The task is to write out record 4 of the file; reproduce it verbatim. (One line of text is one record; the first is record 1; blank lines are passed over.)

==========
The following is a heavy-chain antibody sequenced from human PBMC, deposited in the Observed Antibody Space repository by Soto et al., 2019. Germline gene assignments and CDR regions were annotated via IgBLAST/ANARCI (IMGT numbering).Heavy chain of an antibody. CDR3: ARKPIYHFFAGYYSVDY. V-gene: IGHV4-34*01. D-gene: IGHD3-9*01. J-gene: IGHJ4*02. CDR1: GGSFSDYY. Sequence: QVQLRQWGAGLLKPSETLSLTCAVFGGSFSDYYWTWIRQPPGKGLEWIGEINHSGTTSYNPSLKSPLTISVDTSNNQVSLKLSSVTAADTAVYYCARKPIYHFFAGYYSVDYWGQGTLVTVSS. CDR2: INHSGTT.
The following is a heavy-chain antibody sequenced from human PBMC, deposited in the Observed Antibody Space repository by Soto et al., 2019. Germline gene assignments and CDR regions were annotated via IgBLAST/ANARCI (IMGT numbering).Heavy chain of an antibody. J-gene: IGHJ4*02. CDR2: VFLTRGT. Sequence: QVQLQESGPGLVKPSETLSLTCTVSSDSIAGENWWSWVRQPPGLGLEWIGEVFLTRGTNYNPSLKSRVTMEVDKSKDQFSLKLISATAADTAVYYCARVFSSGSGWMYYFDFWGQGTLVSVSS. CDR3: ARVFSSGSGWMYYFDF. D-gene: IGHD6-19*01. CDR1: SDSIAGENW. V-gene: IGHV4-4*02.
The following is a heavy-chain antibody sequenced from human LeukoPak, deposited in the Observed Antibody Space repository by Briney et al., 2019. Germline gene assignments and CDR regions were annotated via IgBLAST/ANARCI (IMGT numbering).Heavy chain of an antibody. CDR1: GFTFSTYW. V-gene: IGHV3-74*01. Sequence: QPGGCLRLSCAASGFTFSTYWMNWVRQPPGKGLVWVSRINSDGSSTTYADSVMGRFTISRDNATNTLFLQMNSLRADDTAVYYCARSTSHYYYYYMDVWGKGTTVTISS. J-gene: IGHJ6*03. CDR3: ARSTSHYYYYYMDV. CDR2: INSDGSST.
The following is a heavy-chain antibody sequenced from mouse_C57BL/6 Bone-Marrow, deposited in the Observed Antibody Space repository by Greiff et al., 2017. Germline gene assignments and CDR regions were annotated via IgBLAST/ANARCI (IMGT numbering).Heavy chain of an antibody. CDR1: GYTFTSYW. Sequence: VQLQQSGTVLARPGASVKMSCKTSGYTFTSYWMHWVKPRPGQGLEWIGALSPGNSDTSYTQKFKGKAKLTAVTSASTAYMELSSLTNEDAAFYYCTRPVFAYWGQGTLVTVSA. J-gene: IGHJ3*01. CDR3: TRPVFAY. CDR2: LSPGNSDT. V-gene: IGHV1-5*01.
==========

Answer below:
The following is a heavy-chain antibody sequenced from mouse_C57BL/6 Bone-Marrow, deposited in the Observed Antibody Space repository by Greiff et al., 2017. Germline gene assignments and CDR regions were annotated via IgBLAST/ANARCI (IMGT numbering).Heavy chain of an antibody. CDR1: GYTFTSYW. Sequence: VQLQQSGTVLARPGASVKMSCKTSGYTFTSYWMHWVKPRPGQGLEWIGALSPGNSDTSYTQKFKGKAKLTAVTSASTAYMELSSLTNEDAAFYYCTRPVFAYWGQGTLVTVSA. J-gene: IGHJ3*01. CDR3: TRPVFAY. CDR2: LSPGNSDT. V-gene: IGHV1-5*01.